It was decided to develop the main field with three concrete giants. The A and C structures were virtually identical production platforms standing in 135 and 217 metres of water respectively. Gullfaks B was a quarters, drilling and water injection facility in 145 metres.

Gullfaks A, B and C. Illustration: Equinor

Statoil’s management, under CEO Arve Johnsen’s leadership, was concerned to ensure that as much of these installations as possible were supplied by Norwegian industry. Putting their topsides together from a number of modules meant they could give work to many fabricators, and no less than 80 per cent of the contracts were placed in Norway. Experience with Statfjord indicated that deadlines should not be too tight, which helped to ensure that they were met at every level.[REMOVE]Fotnote: Inderberg, Olav, e-mail, 27 June 2017.

The Gullfaks A platform came on stream on 22 December 1986, with B and C following on 29 February 1988 and 4 November 1989 respectively.

Unfortunately, the timing of this development was not as favourable as it had been for Statfjord where oil prices were concerned, given the way the latter slumped in 1986. But that was outside the company’s control.

The crude oil produced was transferred via loading buoys to shuttle tankers on the field, while the gas was piped to the processing plant at Kårstø north of Stavanger for export.[REMOVE]Fotnote: https://www.norskpetroleum.no/en/facts/field/gullfaks/

How the control room looked at the official inauguration of Gullfaks A. Brand new computer monitors are backed by the banners of licence partners Saga Petroleum, Statoil and Norsk Hydro. Photo: Erik Synstad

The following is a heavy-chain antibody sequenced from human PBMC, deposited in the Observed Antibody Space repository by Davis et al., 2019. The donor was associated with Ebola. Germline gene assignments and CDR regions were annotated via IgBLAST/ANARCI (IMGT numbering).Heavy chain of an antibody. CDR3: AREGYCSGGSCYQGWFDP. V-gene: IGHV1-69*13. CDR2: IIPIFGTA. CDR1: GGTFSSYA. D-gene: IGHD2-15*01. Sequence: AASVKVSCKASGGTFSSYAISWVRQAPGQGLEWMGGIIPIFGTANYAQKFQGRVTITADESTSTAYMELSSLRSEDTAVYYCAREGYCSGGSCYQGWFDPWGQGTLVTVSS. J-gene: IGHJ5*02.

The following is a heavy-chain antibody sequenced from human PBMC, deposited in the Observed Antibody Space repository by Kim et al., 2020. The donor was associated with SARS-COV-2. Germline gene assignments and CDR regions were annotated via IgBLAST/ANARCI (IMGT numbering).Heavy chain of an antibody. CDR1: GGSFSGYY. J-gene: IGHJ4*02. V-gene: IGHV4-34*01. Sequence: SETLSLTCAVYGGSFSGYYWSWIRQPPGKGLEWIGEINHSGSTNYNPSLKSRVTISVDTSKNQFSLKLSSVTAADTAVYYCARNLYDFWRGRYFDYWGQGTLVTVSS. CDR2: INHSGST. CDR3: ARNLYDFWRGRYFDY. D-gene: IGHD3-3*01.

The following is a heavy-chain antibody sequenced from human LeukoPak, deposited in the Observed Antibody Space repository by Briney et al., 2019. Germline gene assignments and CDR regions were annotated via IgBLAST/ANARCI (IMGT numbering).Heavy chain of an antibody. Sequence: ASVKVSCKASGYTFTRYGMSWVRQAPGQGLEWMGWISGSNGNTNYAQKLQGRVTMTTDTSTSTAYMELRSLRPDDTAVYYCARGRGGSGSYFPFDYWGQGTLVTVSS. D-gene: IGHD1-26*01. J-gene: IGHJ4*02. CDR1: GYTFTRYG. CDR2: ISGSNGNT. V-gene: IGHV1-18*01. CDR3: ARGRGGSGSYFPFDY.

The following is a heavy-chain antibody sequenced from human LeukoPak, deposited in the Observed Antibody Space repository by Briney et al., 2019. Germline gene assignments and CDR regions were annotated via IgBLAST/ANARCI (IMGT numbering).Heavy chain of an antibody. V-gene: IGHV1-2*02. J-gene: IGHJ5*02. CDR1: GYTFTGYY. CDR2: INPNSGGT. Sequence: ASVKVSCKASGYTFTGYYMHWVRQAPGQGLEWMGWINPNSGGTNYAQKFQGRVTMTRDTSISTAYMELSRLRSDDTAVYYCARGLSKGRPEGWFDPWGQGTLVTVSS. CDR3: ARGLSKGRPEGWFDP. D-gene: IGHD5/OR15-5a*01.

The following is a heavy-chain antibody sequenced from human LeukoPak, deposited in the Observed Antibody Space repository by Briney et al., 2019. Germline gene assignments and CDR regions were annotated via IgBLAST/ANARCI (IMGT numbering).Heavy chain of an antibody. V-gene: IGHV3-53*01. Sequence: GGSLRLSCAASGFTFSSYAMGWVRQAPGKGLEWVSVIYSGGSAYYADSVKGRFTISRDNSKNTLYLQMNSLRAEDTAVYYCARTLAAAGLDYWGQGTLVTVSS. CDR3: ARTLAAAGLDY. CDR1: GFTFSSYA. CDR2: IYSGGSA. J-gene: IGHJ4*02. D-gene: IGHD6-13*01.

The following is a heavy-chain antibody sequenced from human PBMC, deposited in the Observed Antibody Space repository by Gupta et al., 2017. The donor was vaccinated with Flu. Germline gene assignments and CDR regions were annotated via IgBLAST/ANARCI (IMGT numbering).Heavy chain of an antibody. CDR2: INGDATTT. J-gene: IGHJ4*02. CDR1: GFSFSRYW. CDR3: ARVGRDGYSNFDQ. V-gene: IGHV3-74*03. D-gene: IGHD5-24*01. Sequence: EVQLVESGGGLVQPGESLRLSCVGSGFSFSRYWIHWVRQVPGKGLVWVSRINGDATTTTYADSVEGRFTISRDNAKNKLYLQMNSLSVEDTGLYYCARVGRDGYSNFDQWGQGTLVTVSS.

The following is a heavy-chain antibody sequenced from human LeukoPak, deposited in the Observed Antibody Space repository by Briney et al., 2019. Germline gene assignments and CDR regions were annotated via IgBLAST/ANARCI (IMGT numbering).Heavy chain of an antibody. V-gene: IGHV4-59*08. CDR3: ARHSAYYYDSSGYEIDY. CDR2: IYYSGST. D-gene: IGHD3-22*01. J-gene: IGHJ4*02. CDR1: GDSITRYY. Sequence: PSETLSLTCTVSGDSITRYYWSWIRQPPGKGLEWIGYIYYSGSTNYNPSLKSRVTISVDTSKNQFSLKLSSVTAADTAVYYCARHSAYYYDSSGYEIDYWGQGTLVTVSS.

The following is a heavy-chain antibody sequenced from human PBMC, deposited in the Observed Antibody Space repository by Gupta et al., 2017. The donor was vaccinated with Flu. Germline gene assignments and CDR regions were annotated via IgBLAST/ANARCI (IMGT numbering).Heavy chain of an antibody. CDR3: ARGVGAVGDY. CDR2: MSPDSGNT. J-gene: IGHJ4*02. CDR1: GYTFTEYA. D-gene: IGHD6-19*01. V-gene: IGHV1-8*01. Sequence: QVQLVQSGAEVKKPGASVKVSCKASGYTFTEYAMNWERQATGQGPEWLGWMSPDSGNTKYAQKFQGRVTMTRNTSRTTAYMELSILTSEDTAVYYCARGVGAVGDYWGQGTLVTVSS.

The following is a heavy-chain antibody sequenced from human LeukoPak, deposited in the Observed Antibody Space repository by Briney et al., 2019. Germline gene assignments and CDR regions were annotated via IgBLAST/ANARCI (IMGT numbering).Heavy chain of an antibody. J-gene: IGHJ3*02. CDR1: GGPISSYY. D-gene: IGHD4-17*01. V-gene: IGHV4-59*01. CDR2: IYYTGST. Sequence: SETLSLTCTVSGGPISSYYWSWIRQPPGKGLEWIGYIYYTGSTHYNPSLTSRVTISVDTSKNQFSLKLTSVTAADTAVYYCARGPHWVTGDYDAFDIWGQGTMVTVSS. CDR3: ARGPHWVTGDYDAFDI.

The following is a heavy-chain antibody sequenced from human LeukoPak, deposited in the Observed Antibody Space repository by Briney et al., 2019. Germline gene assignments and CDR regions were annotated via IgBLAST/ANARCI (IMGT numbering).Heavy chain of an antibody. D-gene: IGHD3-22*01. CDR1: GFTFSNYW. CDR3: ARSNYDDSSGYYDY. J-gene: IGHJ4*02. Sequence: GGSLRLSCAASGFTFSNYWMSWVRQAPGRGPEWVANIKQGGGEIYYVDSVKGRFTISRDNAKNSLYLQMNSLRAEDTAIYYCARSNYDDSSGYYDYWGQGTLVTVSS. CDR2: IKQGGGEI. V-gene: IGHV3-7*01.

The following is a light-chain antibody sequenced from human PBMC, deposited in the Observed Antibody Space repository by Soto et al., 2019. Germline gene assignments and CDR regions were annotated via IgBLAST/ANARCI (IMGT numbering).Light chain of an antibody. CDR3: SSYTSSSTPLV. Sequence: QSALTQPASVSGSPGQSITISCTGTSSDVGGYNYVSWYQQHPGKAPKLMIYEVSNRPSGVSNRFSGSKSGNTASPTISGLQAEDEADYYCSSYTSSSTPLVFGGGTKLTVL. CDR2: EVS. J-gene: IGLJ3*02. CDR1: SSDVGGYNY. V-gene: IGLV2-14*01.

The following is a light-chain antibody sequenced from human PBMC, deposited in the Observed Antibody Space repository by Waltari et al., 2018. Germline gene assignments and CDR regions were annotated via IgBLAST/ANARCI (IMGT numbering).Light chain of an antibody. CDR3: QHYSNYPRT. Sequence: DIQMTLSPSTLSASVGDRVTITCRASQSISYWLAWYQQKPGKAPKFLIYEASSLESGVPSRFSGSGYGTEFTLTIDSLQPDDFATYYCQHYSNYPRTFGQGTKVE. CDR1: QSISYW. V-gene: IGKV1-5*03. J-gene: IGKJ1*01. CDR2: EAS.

Five subsea wells

The first oil produced from Gullfaks nevertheless came not from a concrete platform but from subsea wells. Underwater technology was making rapid strides in the 1980s, and the Gullfaks licensees were early adopters of these advances on the Norwegian continental shelf (NCS) along with Elf and Shell.

Two years after the PDO had been approved, the idea of incorporating seabed wells in the concept was introduced. This was viewed as a positive step, since it permitted the recovery of reserves in satellite fields beyond the reach of platform wells.[REMOVE]Fotnote: Statoil, 28 October 1986, “Søknad om samtykke til produksjonsstart” (Ynnesdal).

Norway’s Kongsberg Våpenfabrikk (KV) company won the main contract for these subsea facilities, which were designed to eliminate the need for diver assistance during installation and operation. Humans were replaced instead by remotely operated tools (ROTs).[REMOVE]Fotnote: Inderberg, Olav, op.cit.

Technical advances give mastery

As Statoil’s first solo development, Gullfaks and its satellites incorporated many innovations.

All in all, the company demonstrated with the Gullfaks project that it had completed its apprenticeship and was well equipped to explore for, develop and operate petroleum fields on the NCS.